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Issue 22 Library e-newsletter - 15 June 2018

Men’s Health – Lets Talk About it


Available for issue for 4 weeks to current NZNO members. Please provide your address so the books can be couriered to you.

1. New Zealand Public Health Surveillance Report March 2018: Covering October to December 2017
- Editorial: Increase in Neisseria meningitidis group W invasive disease
- Notifiable disease surveillance [Significant increases and decreases]
- Increase in institutional norovirus outbreaks in the greater Wellington region
- Outbreak surveillance
Scanned copy available on request from NZNO Library
More information:

2. The healthy country?: A history of life & death in New Zealand
Alistair Woodward & Tony Blakely
Life and death in Aoteraoa New Zealand from first Maori settlement to the twenty-first century. Why was New Zealanders’ health and longevity surpassed by other nations in the late twentieth century?

3. Whole person caring: An interprofessional model for healing and wellness
Lucia Thornton
Focusing on mental-as well as physical-aspects of patient healing and employee care, Thornton’s model helps health care leaders recognise not only the symptoms of illness but the root causes.

4. Dementia: A positive approach
Lynne Phair & Valerie Good
The emphasis of this book is on a positive examination of the care of older people with a dementing illness and of the key aspects of this care.

Articles – Workplace Violence/Violent patients

5. The agitated patient: Steps to take, how to stay safe
Iroku-Malize, Tochi; Grissom, Maureen.
Journal of Family Practice. Mar 2018, Vol. 67 Issue 3, p136-147. 12p
: Situations involving agitated patients are not uncommon in health care settings. And no matter where on the spectrum an incident involving an agitated patient falls, it can leave those involved with various levels of physical, emotional, and psychological harm. This article offers some answers by providing tips and guidelines for handling agitated and/or violent patients in various settings

6. Addressing Workplace Violence.
Dermenchyan, Anna.
Critical Care Nurse. Apr 2018, Vol. 38 Issue 2, p81-82. 2p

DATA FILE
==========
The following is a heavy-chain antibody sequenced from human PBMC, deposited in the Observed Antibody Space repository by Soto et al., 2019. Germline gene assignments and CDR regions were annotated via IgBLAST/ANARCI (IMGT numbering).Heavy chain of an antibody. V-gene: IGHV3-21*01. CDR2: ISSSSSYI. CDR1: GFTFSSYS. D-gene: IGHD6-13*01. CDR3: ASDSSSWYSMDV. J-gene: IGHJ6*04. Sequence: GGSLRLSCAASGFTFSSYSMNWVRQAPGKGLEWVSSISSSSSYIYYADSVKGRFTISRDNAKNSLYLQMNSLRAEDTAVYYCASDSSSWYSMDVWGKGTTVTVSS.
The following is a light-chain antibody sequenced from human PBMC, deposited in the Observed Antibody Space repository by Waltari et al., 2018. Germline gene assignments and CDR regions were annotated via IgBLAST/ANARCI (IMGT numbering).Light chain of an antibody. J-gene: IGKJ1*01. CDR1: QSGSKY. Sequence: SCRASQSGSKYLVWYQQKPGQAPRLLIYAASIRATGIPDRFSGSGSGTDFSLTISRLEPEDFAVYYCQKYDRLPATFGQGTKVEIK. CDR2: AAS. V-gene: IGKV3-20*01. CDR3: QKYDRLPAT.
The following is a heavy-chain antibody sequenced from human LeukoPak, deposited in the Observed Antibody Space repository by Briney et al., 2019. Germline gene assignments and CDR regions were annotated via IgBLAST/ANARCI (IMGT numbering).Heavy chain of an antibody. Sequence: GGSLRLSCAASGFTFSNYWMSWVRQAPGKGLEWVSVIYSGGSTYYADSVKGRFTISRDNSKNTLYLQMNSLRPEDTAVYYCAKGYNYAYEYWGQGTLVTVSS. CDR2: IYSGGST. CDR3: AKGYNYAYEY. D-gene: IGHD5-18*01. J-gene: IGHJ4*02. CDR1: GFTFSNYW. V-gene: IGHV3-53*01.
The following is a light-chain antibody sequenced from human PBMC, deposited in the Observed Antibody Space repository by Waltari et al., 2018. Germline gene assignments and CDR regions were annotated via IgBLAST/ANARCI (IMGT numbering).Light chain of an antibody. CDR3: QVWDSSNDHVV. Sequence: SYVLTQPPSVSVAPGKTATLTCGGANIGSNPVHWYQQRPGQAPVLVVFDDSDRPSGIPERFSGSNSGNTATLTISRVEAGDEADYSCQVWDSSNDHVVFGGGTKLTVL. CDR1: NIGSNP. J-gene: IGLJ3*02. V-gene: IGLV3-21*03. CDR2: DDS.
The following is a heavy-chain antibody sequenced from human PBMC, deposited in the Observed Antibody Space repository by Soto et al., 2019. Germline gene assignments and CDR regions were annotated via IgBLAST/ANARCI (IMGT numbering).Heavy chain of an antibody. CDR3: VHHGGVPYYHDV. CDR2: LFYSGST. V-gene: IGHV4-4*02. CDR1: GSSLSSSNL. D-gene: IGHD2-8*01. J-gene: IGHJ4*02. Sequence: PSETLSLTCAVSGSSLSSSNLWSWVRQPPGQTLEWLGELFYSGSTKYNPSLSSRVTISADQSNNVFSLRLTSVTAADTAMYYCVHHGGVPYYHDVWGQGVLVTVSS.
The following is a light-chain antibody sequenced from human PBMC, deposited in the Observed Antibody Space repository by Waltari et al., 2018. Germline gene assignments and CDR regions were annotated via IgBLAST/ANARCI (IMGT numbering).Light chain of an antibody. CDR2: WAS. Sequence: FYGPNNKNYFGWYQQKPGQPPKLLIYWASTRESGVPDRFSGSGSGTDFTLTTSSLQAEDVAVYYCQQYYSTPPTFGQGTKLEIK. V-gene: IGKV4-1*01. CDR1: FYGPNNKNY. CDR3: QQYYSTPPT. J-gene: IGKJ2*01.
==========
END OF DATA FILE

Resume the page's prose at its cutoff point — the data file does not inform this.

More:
: This article provides an answer to a question of how to address workplace violence.

7. Good from evil: Violence in the workplace is a hazard and risks the health and safety of all those working in that environment.
Starr, Linda.
Australian Nursing & Midwifery Journal. Dec 2017/Jan2018, Vol. 25 Issue 6, p28-28.
: The article focuses on how health workers in Australia should deal with violence in the workplace. It cites the case of a nurse who won compensation from her employer in a claim of damages for psychiatric injury.

8. Emergency Medical Service Personnel's Risk From Violence While Serving the Community.
By Maguire, Brian J.; O'Neill, Barbara J.
American Journal of Public Health. Nov 2017, Vol. 107 Issue 11, p1770-1775. 6p
: To determine the risks of violence-related injury among emergency medical services (EMS) personnel in the United States. Methods. We analyzed 1630 violence-related occupational injury cases reported to the US Bureau of Labor Statistics for the years 2012 to 2015 and conducted secondary searches within the Bureau of Labor Statistics Web site.

9. When the workplace turns violent
Hayhurst, Chris.
PT in Motion. Jul 2017, Vol. 9 Issue 6, p16-23. 8p
: This article offers comments from several physical therapists including Chris Studebaker of Concentra Medical Centers in South Carolina, Mary Beth Osborne of Duke University Health System in North Carolina, and Jennifer Sandel of Home Care Service Solutions in Michigan regarding what physical therapists and physical therapist assistants can do to prevent workplace violence.